a grating within the core of the control region;
a variable-index material surrounding the cladding at least in the vicinity of the grating, the variable-index material having an index of refraction that is controllable in response to an applied stimulus; and
a controller adapted to control a differential group delay of light reflected by the grating by controllably applying the stimulus to the variable-index material at least in the vicinity of the grating.
6. An optical device as claimed in claim 5, wherein the grating extends beyond an end of the control region.
7. An optical device as claimed in claim 5, wherein the variable index material is a birefringent material.
8. An optical device as claimed in claim 5, wherein the variable-index material is an electro-optic material responsive to an applied voltage, and wherein the controller comprises:
at least one pair of electrodes in electrical contact with the variable index material and disposed on opposite sides of the waveguide; and
a voltage source for applying a selected voltage across the pair of electrodes.
9. An optical device as claimed in claim 8, wherein the grating is chirped, and wherein a single pair of electrodes extend along at least a portion of the grating such that a substantially uniform voltage is applied along the grating.
10. An optical device as claimed in claim 8, wherein the grating is uniform, and wherein there are at least two pairs of electrodes disposed along the length of the grating, each pair of electrodes being connected to the voltage source to receive respective different voltages, so as to produce a voltage gradient along the grating.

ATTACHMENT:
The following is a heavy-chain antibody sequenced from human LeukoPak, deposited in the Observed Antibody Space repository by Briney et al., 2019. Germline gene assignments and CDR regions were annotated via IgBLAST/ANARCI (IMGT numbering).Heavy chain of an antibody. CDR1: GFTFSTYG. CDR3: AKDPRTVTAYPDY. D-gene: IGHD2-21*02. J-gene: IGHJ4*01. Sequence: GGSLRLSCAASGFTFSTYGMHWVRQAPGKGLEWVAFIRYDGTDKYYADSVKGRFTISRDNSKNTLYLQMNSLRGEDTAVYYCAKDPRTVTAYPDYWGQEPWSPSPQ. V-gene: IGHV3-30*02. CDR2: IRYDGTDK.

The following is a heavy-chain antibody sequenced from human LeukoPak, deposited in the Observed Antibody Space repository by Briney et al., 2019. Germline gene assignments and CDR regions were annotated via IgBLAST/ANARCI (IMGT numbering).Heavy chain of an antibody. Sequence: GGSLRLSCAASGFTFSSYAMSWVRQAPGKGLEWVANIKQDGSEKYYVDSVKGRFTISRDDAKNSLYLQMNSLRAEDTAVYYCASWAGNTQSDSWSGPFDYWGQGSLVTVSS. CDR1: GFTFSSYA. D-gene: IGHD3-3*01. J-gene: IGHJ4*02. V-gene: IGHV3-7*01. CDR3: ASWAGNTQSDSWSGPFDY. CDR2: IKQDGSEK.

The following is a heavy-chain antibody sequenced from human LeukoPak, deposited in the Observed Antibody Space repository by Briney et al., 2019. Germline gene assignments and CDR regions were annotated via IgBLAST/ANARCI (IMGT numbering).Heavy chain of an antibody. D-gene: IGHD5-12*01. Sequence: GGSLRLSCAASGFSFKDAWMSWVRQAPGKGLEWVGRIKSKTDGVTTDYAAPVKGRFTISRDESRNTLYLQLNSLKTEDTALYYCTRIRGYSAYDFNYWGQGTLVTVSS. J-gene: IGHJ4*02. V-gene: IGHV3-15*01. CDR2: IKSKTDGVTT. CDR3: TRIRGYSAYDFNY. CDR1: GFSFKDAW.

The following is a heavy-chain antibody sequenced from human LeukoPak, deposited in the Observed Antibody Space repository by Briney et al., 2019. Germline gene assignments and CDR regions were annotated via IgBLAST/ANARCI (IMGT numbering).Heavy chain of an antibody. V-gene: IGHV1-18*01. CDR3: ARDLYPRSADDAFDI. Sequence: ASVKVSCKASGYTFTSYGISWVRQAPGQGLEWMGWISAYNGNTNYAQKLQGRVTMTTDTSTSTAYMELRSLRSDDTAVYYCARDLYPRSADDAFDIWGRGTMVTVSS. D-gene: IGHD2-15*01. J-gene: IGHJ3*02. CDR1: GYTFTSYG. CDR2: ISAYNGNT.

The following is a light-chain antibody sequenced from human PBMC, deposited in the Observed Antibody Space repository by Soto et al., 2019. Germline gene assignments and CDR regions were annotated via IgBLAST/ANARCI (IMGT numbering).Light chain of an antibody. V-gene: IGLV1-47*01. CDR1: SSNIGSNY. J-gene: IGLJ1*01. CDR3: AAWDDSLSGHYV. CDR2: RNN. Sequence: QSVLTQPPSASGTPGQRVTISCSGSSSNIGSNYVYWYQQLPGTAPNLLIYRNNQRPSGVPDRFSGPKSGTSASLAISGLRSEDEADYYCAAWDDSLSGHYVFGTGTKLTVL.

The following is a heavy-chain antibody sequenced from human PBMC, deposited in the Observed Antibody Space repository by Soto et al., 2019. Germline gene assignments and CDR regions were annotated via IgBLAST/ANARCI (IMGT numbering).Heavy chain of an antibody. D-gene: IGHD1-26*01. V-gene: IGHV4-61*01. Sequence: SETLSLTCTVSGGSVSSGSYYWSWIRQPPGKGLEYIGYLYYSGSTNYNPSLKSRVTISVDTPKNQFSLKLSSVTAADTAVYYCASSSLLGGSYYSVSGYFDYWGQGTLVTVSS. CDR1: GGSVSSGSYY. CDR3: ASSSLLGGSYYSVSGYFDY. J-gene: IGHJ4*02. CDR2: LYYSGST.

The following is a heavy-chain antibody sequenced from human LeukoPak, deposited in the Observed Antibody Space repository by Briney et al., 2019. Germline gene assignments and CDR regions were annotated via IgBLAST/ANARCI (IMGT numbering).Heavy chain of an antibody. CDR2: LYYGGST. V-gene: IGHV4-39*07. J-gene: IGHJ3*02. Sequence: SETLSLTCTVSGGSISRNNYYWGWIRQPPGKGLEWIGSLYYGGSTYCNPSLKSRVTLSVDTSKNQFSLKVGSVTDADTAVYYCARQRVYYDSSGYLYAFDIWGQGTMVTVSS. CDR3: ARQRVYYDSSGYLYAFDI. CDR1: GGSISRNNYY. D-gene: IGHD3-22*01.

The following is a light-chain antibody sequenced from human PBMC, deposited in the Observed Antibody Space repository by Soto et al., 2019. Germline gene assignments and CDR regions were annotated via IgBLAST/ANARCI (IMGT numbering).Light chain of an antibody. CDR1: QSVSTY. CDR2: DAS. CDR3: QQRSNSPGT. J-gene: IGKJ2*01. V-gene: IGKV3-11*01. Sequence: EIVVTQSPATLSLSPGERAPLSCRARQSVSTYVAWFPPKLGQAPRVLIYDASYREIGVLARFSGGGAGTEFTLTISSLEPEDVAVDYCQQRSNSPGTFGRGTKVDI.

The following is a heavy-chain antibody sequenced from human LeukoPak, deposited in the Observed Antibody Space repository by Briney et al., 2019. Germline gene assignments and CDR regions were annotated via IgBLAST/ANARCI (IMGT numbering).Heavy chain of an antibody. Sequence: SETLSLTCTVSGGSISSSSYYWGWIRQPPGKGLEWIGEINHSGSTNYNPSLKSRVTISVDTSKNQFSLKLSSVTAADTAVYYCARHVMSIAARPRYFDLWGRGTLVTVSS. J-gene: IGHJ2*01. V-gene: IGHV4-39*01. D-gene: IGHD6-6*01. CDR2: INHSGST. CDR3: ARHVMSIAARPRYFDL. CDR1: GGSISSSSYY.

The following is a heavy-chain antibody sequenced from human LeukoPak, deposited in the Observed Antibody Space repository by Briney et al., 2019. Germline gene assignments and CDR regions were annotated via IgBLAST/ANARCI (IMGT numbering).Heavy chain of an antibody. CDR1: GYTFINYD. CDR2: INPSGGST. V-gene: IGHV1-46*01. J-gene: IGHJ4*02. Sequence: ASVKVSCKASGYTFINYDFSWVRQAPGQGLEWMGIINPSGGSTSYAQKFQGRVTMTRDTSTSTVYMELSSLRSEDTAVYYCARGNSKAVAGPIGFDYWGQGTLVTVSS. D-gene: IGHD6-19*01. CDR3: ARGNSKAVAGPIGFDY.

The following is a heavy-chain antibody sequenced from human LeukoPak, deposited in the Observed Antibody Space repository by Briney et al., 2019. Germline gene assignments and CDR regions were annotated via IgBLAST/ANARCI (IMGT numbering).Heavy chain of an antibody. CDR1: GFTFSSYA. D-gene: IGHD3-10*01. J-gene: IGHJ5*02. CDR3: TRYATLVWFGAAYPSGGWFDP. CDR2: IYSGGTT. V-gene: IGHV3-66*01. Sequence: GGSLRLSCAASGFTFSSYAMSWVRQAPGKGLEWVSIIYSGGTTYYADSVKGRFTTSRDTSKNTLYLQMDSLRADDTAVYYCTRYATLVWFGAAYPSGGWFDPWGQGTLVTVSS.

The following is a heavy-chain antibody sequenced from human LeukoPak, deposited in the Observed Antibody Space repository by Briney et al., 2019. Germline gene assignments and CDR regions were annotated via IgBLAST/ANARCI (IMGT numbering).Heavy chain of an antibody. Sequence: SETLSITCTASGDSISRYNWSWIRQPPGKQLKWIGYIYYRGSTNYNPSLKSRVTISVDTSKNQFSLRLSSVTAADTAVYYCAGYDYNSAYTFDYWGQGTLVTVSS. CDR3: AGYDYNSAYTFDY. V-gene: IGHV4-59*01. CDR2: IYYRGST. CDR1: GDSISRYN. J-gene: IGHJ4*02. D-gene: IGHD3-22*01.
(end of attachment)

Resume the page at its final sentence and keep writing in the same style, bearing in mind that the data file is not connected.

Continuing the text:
Description
CROSS-REFERENCE TO RELATED APPLICATIONS

This application is a continuation application of U.S. patent application Ser. No. 10/658,462 filed Sep. 10, 2003 now abandoned which is based on U.S. Patent Application Ser. No. 60/409,197 filed Sep. 10, 2002.

MICROFICHE APPENDIX

Not Applicable.

TECHNICAL FIELD

The present invention describes devices for dynamic compensation of chromatic dispersion and polarization mode dispersion providing in particular controllable wavelength and polarization selective operation.

BACKGROUND OF THE INVENTION

Tunable filters and variable time delay (wavelength dependent delay and polarization dependent delay) devices have a range of future applications as reconfigurable adding and dropping channels, dynamic flattening of the gain, polarization mode dispersion compensation and dynamic dispersion compensation on a channel per channel or on a multi channel basis.